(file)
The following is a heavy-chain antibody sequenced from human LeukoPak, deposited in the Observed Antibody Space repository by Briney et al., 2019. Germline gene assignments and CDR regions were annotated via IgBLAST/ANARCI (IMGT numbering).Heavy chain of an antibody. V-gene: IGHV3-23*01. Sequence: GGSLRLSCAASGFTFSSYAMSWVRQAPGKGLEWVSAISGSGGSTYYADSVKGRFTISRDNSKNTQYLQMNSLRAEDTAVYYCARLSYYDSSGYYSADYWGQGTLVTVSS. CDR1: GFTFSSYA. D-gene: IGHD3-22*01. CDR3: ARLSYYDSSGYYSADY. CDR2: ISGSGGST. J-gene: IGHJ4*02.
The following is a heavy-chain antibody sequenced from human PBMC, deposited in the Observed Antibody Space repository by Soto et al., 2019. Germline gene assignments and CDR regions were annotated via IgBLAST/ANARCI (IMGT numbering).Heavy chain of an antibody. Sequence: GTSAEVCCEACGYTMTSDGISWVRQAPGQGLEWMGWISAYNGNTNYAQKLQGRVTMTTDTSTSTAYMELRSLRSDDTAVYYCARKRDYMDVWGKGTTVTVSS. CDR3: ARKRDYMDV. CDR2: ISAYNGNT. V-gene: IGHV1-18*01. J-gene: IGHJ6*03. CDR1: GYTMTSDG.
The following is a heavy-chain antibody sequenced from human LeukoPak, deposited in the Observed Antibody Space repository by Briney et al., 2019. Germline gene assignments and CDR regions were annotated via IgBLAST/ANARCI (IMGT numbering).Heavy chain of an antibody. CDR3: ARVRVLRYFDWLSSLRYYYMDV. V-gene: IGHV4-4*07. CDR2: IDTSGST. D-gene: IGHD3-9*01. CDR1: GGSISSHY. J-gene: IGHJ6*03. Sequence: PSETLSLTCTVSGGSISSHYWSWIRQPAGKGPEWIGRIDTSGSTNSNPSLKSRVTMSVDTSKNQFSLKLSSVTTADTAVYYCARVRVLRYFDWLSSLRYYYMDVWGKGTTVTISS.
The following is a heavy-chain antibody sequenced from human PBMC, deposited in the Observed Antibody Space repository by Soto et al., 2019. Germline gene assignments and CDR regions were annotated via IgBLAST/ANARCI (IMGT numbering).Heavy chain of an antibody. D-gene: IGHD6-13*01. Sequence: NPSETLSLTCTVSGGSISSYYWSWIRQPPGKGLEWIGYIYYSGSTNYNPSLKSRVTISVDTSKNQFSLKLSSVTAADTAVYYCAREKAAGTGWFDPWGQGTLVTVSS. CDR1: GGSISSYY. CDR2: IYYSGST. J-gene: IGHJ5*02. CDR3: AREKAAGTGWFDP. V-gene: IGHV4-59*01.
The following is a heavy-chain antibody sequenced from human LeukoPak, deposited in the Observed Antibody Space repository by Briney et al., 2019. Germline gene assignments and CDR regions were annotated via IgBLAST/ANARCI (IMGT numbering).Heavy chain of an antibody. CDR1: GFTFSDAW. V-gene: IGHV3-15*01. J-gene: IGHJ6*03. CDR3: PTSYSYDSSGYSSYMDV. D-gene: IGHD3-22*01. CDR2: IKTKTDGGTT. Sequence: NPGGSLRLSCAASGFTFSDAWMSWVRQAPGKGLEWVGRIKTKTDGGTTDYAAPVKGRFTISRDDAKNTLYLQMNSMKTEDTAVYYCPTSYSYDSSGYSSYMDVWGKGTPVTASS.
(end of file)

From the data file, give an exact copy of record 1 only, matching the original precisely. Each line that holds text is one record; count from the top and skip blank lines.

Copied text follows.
The following is a heavy-chain antibody sequenced from human LeukoPak, deposited in the Observed Antibody Space repository by Briney et al., 2019. Germline gene assignments and CDR regions were annotated via IgBLAST/ANARCI (IMGT numbering).Heavy chain of an antibody. V-gene: IGHV3-23*01. Sequence: GGSLRLSCAASGFTFSSYAMSWVRQAPGKGLEWVSAISGSGGSTYYADSVKGRFTISRDNSKNTQYLQMNSLRAEDTAVYYCARLSYYDSSGYYSADYWGQGTLVTVSS. CDR1: GFTFSSYA. D-gene: IGHD3-22*01. CDR3: ARLSYYDSSGYYSADY. CDR2: ISGSGGST. J-gene: IGHJ4*02.